Yuanyuan Duan, Renmin University of China
Fei Guo, Macquarie University
Wei Chen, Center for Population and Development Studies, Renmin University of China
Over the past three decades, China has seen a declining female labour force participation rate concomitant with continuing low fertility. The implementation of the universal two-child policy in 2016 has caused growing concerns that it may further disadvantage women in the labour market. However, there has been inadequate research on the impact of fertility on women’s labour force participation, especially with the adjustments to family planning policy. Using data from the China Family Panel Studies in 2014, 2016 and 2018, the paper investigates the role of childbearing in shaping women’s labour force participation using longitudinal logistic regression models with generalised estimating equations (GEE). Further, it explores the effects of the implementation of the universal two-child policy on women’s labour force participation by using the difference-in-differences (DID) approach. The results suggest that women’s labour force participation is negatively associated with having more children, having children aged under three, and having a first birth at an early age. The study also found that the implementation of the universal two-child policy worsened women’s labour force participation. The findings have important implications for the formulation of social policies that aim to help balance women’s employment and childbearing.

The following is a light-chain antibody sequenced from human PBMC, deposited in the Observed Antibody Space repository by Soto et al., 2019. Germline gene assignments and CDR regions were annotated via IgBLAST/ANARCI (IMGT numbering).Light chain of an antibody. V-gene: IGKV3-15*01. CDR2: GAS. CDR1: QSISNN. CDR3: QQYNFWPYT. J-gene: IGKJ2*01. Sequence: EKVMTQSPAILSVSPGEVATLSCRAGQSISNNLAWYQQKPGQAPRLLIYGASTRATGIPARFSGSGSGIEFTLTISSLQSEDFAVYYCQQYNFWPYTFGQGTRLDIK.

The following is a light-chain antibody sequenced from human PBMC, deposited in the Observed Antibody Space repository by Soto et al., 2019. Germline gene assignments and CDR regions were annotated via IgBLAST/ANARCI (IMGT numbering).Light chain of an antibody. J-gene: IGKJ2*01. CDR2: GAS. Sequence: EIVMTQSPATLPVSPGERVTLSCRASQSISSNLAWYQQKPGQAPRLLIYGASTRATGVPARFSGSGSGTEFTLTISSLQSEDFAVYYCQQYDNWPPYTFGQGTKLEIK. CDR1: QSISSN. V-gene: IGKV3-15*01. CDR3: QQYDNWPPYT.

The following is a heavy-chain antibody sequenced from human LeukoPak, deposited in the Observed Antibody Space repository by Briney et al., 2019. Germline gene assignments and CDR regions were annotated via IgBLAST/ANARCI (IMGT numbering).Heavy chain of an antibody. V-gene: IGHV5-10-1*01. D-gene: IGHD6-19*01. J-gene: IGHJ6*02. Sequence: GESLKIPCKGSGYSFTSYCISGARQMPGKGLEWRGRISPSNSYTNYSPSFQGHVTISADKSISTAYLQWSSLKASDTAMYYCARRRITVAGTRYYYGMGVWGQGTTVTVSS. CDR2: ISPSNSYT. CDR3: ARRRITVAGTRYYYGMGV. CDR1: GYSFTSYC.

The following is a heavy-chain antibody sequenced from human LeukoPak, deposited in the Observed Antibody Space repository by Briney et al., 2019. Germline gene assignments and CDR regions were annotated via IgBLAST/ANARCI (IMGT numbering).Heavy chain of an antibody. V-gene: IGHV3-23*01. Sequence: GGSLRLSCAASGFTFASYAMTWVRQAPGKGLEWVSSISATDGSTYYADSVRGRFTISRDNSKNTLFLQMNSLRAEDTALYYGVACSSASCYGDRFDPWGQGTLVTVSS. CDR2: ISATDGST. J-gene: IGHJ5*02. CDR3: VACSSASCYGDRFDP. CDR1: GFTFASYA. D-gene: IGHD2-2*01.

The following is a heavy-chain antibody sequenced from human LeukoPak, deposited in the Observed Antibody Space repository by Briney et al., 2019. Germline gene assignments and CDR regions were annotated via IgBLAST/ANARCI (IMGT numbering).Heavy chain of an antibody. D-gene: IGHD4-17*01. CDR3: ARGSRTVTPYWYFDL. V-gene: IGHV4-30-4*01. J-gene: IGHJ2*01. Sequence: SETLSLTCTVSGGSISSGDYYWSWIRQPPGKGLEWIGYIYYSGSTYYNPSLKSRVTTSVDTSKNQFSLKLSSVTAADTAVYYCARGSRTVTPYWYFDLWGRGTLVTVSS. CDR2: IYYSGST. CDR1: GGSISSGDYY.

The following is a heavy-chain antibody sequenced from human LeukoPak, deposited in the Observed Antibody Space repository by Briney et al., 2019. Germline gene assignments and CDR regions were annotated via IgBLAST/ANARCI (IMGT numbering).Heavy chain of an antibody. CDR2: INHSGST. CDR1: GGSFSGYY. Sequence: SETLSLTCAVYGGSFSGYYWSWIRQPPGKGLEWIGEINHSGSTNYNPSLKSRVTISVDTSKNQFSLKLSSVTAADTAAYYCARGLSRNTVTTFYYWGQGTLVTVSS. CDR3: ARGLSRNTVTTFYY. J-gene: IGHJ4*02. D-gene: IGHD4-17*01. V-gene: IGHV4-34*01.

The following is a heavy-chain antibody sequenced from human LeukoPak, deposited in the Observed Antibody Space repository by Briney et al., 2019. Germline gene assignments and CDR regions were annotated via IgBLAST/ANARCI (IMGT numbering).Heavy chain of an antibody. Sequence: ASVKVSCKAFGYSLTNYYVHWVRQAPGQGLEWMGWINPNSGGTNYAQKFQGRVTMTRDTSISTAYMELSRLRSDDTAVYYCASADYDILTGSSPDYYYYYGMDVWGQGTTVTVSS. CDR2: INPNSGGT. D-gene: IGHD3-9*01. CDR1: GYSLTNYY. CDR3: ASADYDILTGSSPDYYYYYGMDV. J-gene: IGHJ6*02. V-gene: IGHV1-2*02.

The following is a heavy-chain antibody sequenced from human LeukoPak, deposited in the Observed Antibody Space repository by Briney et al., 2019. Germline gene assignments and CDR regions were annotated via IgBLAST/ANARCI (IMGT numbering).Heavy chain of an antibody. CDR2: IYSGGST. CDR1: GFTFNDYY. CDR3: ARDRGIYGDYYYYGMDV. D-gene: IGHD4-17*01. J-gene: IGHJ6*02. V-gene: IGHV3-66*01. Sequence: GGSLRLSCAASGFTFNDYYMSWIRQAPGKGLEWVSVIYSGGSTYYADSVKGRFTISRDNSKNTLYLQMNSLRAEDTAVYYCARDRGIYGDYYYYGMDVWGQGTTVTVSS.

Keywords: Fertility and childbirth, Human capital and labour markets, Policy evaluation, Gender
Presented in Session 1. Production and Reproduction